Design Inspiration

Five Digital Design Trends Here to Stay

Stafford McKay By Stafford McKay June 30, 2014

One of the perks of working at Ceros is that we have a big window into some of the world’s most talented design teams. We’re always fascinated by the trends we see evolving by people who use the platform to publish anything from a hero slideshow to a digital lookbook.

From our point of view, here are five digital design trends that we all agree are sticking around for a while:

1) Flat UI

This simple, minimalist style has roots in the legendary Swiss Style of print media of the 1920s. It has evolved over the years as a the antithesis of Skeuomorphism.


With Microsoft’s use of a Flat UI in Windows 8 followed by Apple jumping on the bandwagon with iOS 7, we believe the style is sticking around for the long haul.


Image from Apple’s iOS Developer Library 

We are seeing it become the absolute norm as creative teams shed superfluous elements like borders and shadows in favor of a cleaner and more efficient look. According to Apple, the objective of a flat UI is to “help users understand and interact with content, but never compete with it.”

2) Mobile Consumer First

Mobile may still be on the top of everyone’s list, but Mobile First is dying and being replaced with a newer, Consumer First strategy. This is especially true within retail, where marketers are focusing on the big picture, where the buyer’s journey is traversed across multiple devices.

3) Video / Moving Backgrounds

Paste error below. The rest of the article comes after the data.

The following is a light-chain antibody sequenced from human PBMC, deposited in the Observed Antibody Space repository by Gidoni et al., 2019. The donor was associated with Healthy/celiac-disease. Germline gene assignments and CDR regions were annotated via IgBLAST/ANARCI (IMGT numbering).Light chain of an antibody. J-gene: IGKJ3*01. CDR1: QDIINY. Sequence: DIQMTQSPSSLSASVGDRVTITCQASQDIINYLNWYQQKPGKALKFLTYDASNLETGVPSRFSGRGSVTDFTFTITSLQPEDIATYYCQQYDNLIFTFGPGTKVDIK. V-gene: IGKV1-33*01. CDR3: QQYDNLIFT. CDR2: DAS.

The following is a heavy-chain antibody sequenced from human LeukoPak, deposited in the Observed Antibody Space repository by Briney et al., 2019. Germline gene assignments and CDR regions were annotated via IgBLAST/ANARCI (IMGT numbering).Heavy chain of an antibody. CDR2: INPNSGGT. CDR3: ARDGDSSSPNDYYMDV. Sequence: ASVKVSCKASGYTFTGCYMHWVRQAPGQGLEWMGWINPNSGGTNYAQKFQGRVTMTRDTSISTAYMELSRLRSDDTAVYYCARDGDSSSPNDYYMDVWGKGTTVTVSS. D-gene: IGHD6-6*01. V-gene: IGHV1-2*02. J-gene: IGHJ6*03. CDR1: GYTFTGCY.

Videos captures the eye. But it doesn’t always need to be front and center. PayPal and KickStarter are two great examples of sites with boldly placed full sized video backgrounds.

Showing the quirkiness of the Kickstarter founders sitting (and moving around) on a bench conveys a company culture in motion:


PayPal lets visitors take a peek into the lives of business owners on their homepage. The videos add a degree of intimacy that couldn’t be possible in static imagery:


4) More Scrolling

Why click when you can swipe? We are finding designers are fully embracing longform content that comes to life as a user scrolls across the page.

Navigating through information by swiping to scroll is much easier for tablet and mobile users. Plus it just makes for a truly seamless experience. We like the way Mashable has been doing this. Especially in a story they recently told about Kiwi Gardner.


5) HTML5

In 2012, Forbes predicted HTML5 would be the future of the web. They were right. The language is undoubtedly the dominant player. Reciting all the reasons for it’s overall awesomeness on this blog would be preaching to the choir. But obviously cross device, cross browser functionality is paramount to designers and marketers who want to create content that will “just work anywhere.”

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